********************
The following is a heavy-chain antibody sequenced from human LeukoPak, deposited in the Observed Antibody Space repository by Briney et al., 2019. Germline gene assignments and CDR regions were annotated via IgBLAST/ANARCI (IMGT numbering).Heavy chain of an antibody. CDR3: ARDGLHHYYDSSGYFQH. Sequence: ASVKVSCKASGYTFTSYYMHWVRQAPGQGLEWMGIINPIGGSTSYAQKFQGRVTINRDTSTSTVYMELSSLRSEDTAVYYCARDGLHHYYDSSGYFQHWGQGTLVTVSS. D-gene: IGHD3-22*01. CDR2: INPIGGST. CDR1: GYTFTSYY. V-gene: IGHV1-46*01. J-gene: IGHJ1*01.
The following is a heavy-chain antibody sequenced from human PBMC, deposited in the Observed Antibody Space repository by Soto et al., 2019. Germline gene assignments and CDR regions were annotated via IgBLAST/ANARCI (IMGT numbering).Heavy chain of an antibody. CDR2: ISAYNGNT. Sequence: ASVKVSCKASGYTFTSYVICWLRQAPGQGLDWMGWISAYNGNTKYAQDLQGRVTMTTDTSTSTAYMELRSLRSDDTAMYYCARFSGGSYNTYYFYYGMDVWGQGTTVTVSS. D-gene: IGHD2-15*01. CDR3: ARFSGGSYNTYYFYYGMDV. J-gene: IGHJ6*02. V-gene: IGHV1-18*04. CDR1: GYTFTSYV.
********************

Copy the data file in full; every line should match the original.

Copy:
The following is a heavy-chain antibody sequenced from human LeukoPak, deposited in the Observed Antibody Space repository by Briney et al., 2019. Germline gene assignments and CDR regions were annotated via IgBLAST/ANARCI (IMGT numbering).Heavy chain of an antibody. CDR3: ARDGLHHYYDSSGYFQH. Sequence: ASVKVSCKASGYTFTSYYMHWVRQAPGQGLEWMGIINPIGGSTSYAQKFQGRVTINRDTSTSTVYMELSSLRSEDTAVYYCARDGLHHYYDSSGYFQHWGQGTLVTVSS. D-gene: IGHD3-22*01. CDR2: INPIGGST. CDR1: GYTFTSYY. V-gene: IGHV1-46*01. J-gene: IGHJ1*01.
The following is a heavy-chain antibody sequenced from human PBMC, deposited in the Observed Antibody Space repository by Soto et al., 2019. Germline gene assignments and CDR regions were annotated via IgBLAST/ANARCI (IMGT numbering).Heavy chain of an antibody. CDR2: ISAYNGNT. Sequence: ASVKVSCKASGYTFTSYVICWLRQAPGQGLDWMGWISAYNGNTKYAQDLQGRVTMTTDTSTSTAYMELRSLRSDDTAMYYCARFSGGSYNTYYFYYGMDVWGQGTTVTVSS. D-gene: IGHD2-15*01. CDR3: ARFSGGSYNTYYFYYGMDV. J-gene: IGHJ6*02. V-gene: IGHV1-18*04. CDR1: GYTFTSYV.